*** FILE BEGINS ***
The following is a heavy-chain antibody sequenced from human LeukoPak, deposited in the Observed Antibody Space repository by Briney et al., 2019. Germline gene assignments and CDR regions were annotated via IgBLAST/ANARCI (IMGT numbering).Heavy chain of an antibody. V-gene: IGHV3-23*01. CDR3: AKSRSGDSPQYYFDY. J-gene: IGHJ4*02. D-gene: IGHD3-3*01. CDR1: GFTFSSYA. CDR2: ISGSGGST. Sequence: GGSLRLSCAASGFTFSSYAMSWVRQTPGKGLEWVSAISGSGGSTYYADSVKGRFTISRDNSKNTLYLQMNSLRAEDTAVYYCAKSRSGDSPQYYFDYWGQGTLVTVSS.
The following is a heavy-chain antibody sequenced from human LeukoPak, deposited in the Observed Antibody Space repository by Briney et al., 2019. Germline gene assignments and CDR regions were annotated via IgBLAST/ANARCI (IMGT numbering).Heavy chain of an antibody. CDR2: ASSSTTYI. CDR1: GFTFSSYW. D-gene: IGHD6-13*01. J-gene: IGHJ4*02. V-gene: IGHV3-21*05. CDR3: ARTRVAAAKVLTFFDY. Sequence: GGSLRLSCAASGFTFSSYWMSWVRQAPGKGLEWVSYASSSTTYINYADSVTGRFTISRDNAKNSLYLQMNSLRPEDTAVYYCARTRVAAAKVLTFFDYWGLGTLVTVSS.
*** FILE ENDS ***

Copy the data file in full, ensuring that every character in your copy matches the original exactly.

The following is a heavy-chain antibody sequenced from human LeukoPak, deposited in the Observed Antibody Space repository by Briney et al., 2019. Germline gene assignments and CDR regions were annotated via IgBLAST/ANARCI (IMGT numbering).Heavy chain of an antibody. V-gene: IGHV3-23*01. CDR3: AKSRSGDSPQYYFDY. J-gene: IGHJ4*02. D-gene: IGHD3-3*01. CDR1: GFTFSSYA. CDR2: ISGSGGST. Sequence: GGSLRLSCAASGFTFSSYAMSWVRQTPGKGLEWVSAISGSGGSTYYADSVKGRFTISRDNSKNTLYLQMNSLRAEDTAVYYCAKSRSGDSPQYYFDYWGQGTLVTVSS.
The following is a heavy-chain antibody sequenced from human LeukoPak, deposited in the Observed Antibody Space repository by Briney et al., 2019. Germline gene assignments and CDR regions were annotated via IgBLAST/ANARCI (IMGT numbering).Heavy chain of an antibody. CDR2: ASSSTTYI. CDR1: GFTFSSYW. D-gene: IGHD6-13*01. J-gene: IGHJ4*02. V-gene: IGHV3-21*05. CDR3: ARTRVAAAKVLTFFDY. Sequence: GGSLRLSCAASGFTFSSYWMSWVRQAPGKGLEWVSYASSSTTYINYADSVTGRFTISRDNAKNSLYLQMNSLRPEDTAVYYCARTRVAAAKVLTFFDYWGLGTLVTVSS.